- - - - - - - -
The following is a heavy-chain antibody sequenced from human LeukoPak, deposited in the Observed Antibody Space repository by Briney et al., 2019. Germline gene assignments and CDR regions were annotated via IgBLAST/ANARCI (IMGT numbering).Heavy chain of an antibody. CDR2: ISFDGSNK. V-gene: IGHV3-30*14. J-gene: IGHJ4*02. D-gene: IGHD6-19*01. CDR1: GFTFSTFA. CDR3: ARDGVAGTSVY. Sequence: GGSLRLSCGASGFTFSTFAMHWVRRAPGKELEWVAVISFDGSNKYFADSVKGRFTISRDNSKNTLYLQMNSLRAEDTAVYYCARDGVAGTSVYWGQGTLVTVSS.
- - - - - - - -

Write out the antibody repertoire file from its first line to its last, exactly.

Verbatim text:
The following is a heavy-chain antibody sequenced from human LeukoPak, deposited in the Observed Antibody Space repository by Briney et al., 2019. Germline gene assignments and CDR regions were annotated via IgBLAST/ANARCI (IMGT numbering).Heavy chain of an antibody. CDR2: ISFDGSNK. V-gene: IGHV3-30*14. J-gene: IGHJ4*02. D-gene: IGHD6-19*01. CDR1: GFTFSTFA. CDR3: ARDGVAGTSVY. Sequence: GGSLRLSCGASGFTFSTFAMHWVRRAPGKELEWVAVISFDGSNKYFADSVKGRFTISRDNSKNTLYLQMNSLRAEDTAVYYCARDGVAGTSVYWGQGTLVTVSS.